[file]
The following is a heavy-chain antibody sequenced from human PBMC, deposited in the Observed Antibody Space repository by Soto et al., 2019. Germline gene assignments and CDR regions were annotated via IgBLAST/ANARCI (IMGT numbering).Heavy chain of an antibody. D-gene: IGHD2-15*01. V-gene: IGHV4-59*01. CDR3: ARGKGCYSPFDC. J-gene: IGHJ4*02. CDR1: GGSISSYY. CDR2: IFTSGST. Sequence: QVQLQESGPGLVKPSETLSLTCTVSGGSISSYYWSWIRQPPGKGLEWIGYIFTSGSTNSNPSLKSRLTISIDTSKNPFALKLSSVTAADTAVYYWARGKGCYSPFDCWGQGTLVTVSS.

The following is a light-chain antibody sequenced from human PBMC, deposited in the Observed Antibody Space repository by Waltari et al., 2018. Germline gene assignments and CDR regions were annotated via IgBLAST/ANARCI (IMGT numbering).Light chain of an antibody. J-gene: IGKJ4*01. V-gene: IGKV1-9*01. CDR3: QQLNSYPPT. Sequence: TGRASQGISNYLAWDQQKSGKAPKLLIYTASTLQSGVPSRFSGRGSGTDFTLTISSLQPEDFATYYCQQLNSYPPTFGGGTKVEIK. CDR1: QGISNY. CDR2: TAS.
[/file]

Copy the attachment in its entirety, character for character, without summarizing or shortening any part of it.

The following is a heavy-chain antibody sequenced from human PBMC, deposited in the Observed Antibody Space repository by Soto et al., 2019. Germline gene assignments and CDR regions were annotated via IgBLAST/ANARCI (IMGT numbering).Heavy chain of an antibody. D-gene: IGHD2-15*01. V-gene: IGHV4-59*01. CDR3: ARGKGCYSPFDC. J-gene: IGHJ4*02. CDR1: GGSISSYY. CDR2: IFTSGST. Sequence: QVQLQESGPGLVKPSETLSLTCTVSGGSISSYYWSWIRQPPGKGLEWIGYIFTSGSTNSNPSLKSRLTISIDTSKNPFALKLSSVTAADTAVYYWARGKGCYSPFDCWGQGTLVTVSS.

The following is a light-chain antibody sequenced from human PBMC, deposited in the Observed Antibody Space repository by Waltari et al., 2018. Germline gene assignments and CDR regions were annotated via IgBLAST/ANARCI (IMGT numbering).Light chain of an antibody. J-gene: IGKJ4*01. V-gene: IGKV1-9*01. CDR3: QQLNSYPPT. Sequence: TGRASQGISNYLAWDQQKSGKAPKLLIYTASTLQSGVPSRFSGRGSGTDFTLTISSLQPEDFATYYCQQLNSYPPTFGGGTKVEIK. CDR1: QGISNY. CDR2: TAS.